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ing to your Grace, was, for the greater part, written during the last feffion. A few days after the prorogation fome few obfervations were added: I was however refolved to let it lie by me for a confiderable time; that in viewing the matter at à proper distance, and when the fharpnefs of recent impreffions had been worn off, I might be better able to form a juft eftimate of the value of my firft opinions.
I have juft now read it over very coolly and deliberately. My latest judgment owns my firft fentiments and reafonings, in their full force, with regard both to perfons and things.
During a period of four years, the ftate of the world, except for fome few and fhort intervals, has filled me with a good deal of ferious in quietude. I confidered a general war against jacobins and jacobinifm, as the only poffible chance of faying Europe (and England as included in Europe) from a truly frightful revolution. For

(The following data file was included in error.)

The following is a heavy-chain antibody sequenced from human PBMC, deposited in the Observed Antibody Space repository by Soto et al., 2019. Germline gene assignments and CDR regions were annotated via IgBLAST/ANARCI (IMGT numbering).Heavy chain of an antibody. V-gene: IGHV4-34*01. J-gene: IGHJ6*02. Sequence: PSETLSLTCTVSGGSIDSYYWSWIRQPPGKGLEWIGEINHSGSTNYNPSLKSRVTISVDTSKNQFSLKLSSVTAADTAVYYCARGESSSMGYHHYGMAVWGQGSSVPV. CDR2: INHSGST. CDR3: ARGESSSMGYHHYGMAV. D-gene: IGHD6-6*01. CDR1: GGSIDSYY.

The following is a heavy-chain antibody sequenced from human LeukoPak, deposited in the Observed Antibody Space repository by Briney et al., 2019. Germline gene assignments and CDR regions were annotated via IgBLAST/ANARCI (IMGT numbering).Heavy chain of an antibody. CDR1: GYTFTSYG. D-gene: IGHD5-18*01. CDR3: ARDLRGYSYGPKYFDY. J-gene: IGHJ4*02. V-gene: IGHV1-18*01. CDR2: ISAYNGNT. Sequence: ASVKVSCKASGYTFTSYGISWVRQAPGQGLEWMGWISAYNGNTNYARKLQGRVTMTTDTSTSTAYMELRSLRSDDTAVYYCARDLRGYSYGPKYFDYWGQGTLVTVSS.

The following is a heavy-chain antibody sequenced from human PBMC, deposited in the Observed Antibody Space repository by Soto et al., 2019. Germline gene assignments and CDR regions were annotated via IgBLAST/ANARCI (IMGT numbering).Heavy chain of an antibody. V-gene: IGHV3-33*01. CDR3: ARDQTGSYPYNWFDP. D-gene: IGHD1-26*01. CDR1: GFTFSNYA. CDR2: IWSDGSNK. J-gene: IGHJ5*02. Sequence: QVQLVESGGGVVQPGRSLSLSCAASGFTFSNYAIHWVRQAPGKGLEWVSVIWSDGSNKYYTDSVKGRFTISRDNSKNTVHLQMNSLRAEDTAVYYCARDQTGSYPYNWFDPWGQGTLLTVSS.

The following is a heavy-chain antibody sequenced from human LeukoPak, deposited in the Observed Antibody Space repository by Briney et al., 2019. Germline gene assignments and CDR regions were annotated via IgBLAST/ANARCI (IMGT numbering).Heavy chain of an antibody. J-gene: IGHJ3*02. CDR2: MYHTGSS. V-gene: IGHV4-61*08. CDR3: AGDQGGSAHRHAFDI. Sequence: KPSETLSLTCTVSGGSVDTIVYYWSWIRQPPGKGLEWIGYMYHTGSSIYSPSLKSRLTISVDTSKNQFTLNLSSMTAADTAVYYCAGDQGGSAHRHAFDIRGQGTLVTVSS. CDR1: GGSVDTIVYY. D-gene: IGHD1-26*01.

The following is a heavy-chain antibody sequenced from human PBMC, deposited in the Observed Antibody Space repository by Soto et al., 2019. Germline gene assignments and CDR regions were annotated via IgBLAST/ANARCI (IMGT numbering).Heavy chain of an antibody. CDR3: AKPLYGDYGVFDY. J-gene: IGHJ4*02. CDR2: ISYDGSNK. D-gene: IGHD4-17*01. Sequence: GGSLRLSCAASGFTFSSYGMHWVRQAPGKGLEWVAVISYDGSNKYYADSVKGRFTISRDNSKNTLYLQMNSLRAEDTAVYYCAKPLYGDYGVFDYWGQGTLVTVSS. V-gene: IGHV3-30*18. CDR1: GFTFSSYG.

this I have been cenfured, as receiving, through weakness, or spreading, through fraud and artifice, a falfe alarm. Whatever others may think of the matter, that alarm, in my mind, is by no means quieted. The ftate of affairs abroad is not fo much mended, as to make me, for one, full of confidence. At home, I fee no abatement whatsoever in the zeal of the partifans of jacobinifm towards their caufe, nor any ceffation in their efforts to do mischief. What is doing by Lord Lauderdale on the first scene of Lord George Gordon's actions, and in his fpirit, is not calculated to remove my apprehenfions. They pursue their first object with as much eagerness as ever, but with more dexterity. Under the plaufible name of peace, by which they delude or are deluded, they would deliver us unarmed, and defenceless, to the confederation of jacobins, whofe center is indeed in France, but whofe rays proceed in every direction throughout the world. I understand that Mr. Coke, of Norfolk, has been lately very bufy in fpreading a diffaffection to this war (which we carry on for our being) in the country in which his property gives him fo great an influence. It is truly alarming to fee for large a part of the ariftocratick intereft engaged in the cause of the new fpecies of democracy, which is openly attacking, or fecretly undermining, the fyftem of property by which mankind has hitherto beeen governed.